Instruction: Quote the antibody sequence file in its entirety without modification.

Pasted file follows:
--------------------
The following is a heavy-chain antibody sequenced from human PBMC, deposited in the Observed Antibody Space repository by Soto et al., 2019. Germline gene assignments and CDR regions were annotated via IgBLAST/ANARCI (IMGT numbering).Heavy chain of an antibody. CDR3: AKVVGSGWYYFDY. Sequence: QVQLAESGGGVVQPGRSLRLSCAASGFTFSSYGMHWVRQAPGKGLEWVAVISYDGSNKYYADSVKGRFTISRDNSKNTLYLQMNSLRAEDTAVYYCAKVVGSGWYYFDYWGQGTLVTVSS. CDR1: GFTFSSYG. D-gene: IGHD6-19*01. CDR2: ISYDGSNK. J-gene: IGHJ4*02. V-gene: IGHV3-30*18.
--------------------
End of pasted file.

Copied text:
The following is a heavy-chain antibody sequenced from human PBMC, deposited in the Observed Antibody Space repository by Soto et al., 2019. Germline gene assignments and CDR regions were annotated via IgBLAST/ANARCI (IMGT numbering).Heavy chain of an antibody. CDR3: AKVVGSGWYYFDY. Sequence: QVQLAESGGGVVQPGRSLRLSCAASGFTFSSYGMHWVRQAPGKGLEWVAVISYDGSNKYYADSVKGRFTISRDNSKNTLYLQMNSLRAEDTAVYYCAKVVGSGWYYFDYWGQGTLVTVSS. CDR1: GFTFSSYG. D-gene: IGHD6-19*01. CDR2: ISYDGSNK. J-gene: IGHJ4*02. V-gene: IGHV3-30*18.